Prior to or during your visit to the consulate, it is mandatory to complete two forms. The first form is a standard application for a U.S. passport, and the second form is a statement that serves to invalidate your lost or stolen passport, thereby preventing unauthorized usage.


Here are the two forms you’ll need:



After completing and submitting the requisite forms, it is crucial to bear in mind that your passport will become invalid. Therefore, even if you later locate your previously misplaced passport, it cannot be used, and you must still apply for a new one.


Fees for a Replacement Passport

Unfortunately, you will be required to pay the regular fee for your replacement passport. However, in certain extraordinary circumstances, you will not be asked to pay a fee. Those circumstances are if the individual applying for the passport has been subjected to a severe crime or the passport applicant has been affected by a disaster (an act of terrorism, natural disaster, etc.).

In cases where the applicant is unable to obtain funds to pay for the passport fee before proceeding with their travel plans, a waiver of the fee may be granted, and a limited-validity passport will be issued. Upon the individual's return to the United States, a replacement passport with full validity can be requested, and the standard fee will be levied.

The good news is that if your Global Entry was linked to your former passport, you are not required to re-apply for the program or pay the associated fees. Once you obtain your new passport, simply access the Global Entry system to update it with the new passport number. Similarly, if you use the widely used and less expensive Mobile Passport Control app, you must also update the application with the new passport information.

Review Your Travel Plan While You Wait

Regrettably, international travel is impossible without a passport. Renewing a passport within the United States typically takes four to six weeks. However, if you need to renew your passport overseas to make an urgent flight, the wait time may be considerably shorter if you apply for an emergency passport.

“While the U.S. Embassy here in Israel typically takes about two months to issue regular passports to U.S. citizens in Israel,” Zelichenko says, “for those who need to travel ASAP, there is an emergency passport service.”

If you have imminent travel plans back to the U.S., you will be given an emergency passport that will usually be ready within 24 hours. Alternatively, obtaining a new full-validity passport can take several days, depending on the country you're in, as it must be sent from the U.S.

For Zelichenko, the entire process was quick. “I came by the next day to pick it up, and thanked the U.S. embassy workers on my way out for keeping the embassy safe and running smoothly.”

So, two days after making his appointment with the embassy, Zelichenko picked up his emergency passport, which turned out to be a fun shade of purple. “I'm kind of glad I went through this just to be able to have a purple U.S. passport,” he says. 

Although adult replacement passports usually have a 10-year validity period and minors' passports are valid for five years, if you obtain a limited-validity emergency passport because you have immediate travel plans, you are encouraged to exchange it for a full-validity passport upon your return to the U.S.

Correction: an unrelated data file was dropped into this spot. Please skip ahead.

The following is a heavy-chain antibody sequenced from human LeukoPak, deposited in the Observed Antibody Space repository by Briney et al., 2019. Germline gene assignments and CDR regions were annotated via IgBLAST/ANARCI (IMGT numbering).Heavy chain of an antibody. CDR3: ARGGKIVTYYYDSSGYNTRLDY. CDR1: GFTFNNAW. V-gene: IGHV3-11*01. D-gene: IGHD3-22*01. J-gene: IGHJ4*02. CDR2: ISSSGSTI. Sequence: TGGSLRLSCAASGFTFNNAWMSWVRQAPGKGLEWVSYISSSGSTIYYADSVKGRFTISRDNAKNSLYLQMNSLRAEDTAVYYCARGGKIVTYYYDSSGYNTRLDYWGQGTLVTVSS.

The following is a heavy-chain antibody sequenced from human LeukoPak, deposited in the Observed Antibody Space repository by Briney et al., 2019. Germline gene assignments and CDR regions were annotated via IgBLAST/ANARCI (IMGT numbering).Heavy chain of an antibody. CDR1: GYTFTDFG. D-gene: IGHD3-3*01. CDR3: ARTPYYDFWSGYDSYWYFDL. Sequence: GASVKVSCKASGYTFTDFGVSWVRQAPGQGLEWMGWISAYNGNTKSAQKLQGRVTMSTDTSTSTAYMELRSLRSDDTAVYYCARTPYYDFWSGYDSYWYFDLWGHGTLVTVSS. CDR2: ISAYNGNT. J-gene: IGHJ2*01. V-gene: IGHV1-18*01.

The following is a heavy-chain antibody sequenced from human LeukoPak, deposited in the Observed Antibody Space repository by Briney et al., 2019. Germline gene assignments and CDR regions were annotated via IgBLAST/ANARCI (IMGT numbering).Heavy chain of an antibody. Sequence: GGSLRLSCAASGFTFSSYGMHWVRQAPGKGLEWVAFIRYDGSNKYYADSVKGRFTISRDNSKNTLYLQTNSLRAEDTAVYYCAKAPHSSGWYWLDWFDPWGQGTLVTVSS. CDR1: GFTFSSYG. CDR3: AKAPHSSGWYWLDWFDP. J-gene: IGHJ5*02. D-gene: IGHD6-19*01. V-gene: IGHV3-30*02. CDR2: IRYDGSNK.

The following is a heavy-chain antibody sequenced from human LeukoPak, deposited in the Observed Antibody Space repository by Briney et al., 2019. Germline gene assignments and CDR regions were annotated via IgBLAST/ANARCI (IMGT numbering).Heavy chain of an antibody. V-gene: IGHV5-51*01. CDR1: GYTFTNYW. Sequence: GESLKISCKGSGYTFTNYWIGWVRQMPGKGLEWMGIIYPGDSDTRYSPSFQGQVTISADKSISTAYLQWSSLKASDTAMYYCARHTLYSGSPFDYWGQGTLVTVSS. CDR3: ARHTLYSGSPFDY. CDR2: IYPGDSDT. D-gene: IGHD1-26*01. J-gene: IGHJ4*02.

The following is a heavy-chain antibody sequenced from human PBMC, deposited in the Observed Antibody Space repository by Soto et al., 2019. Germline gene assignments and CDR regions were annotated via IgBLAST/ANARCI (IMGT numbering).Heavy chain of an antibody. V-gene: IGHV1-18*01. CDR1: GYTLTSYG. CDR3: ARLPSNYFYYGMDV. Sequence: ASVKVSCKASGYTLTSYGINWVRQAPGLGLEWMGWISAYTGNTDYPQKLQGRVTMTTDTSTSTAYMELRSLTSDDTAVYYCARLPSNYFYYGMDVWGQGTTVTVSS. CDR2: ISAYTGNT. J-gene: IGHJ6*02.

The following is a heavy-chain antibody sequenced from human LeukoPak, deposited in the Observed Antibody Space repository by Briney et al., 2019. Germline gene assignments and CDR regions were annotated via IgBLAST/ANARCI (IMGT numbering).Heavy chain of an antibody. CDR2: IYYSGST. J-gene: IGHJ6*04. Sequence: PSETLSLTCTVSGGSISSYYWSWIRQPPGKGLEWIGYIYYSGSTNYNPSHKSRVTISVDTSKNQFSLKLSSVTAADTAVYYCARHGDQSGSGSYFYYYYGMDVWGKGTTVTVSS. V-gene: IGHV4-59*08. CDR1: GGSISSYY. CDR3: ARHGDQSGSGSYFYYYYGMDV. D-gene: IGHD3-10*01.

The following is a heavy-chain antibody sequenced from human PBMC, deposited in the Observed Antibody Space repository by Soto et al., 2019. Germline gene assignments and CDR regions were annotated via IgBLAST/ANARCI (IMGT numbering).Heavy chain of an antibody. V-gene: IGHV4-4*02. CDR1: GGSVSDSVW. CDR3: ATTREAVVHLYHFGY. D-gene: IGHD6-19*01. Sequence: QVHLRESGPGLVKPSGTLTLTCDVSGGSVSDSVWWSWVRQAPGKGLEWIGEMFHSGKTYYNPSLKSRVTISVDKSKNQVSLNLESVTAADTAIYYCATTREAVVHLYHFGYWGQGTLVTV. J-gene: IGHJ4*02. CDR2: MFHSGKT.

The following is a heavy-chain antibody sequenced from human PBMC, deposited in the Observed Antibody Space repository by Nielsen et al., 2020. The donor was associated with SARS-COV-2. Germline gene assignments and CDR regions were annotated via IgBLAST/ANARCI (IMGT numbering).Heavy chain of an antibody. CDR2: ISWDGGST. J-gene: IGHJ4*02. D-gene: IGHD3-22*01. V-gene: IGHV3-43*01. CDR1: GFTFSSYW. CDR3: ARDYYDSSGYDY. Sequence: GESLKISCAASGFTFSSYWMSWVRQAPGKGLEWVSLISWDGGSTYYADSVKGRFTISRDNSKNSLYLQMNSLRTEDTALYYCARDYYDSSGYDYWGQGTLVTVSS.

It's important to note that certain countries, such as France, may not accept emergency passports due to the absence of an electronic data chip that is typically found in a standard passport. Therefore, it’s crucial to plan your travel accordingly and verify the entry requirements for each country you plan to visit.

“The feeling I had when I finally held my passport and stepped out of the embassy was  freedom,” Zelichenko says. “Freedom of choice to leave. In a sense, that had been stripped, and it was a strange, sometimes scary feeling.” 

Zelichenko’s lost passport saga had a happy ending, but what can you do to prepare for this worst-case scenario?


How to Prepare for the Worst-Case Scenario

Travel experts say you should bring a few photocopies of your passport, plus a digital backup saved on your phone when you're traveling. It's smart to stash them in different spots, like one in your bag, one at your hotel, and one on your person. Having various photo IDs can speed up the process, but if you're without one, no need to stress. Officials can search for you in their system regardless.

If you're someone who frequently travels or lives abroad, signing up for the Smart Traveler Enrollment Program (STEP) can also be incredibly helpful, especially if you find yourself in need of a last-minute passport. This program is designed to provide assistance from the Department of State in case of an emergency. When you register with STEP, you add details about your trip (travel dates, destinations, and points of contact) so embassies and consulates where you’ll be traveling can better assist you in an emergency.

If you work in corporate human resources, consider sharing this information with your employees who are being transferred abroad. One never knows when such information might come in handy. Similarly, if you are an individual working overseas and have lost your passport, it's recommended that you contact your employer, as they may have connections with service providers who can offer on-ground assistance.

And remember, while losing your passport can be a hassle, luckily, it's not the end of the world!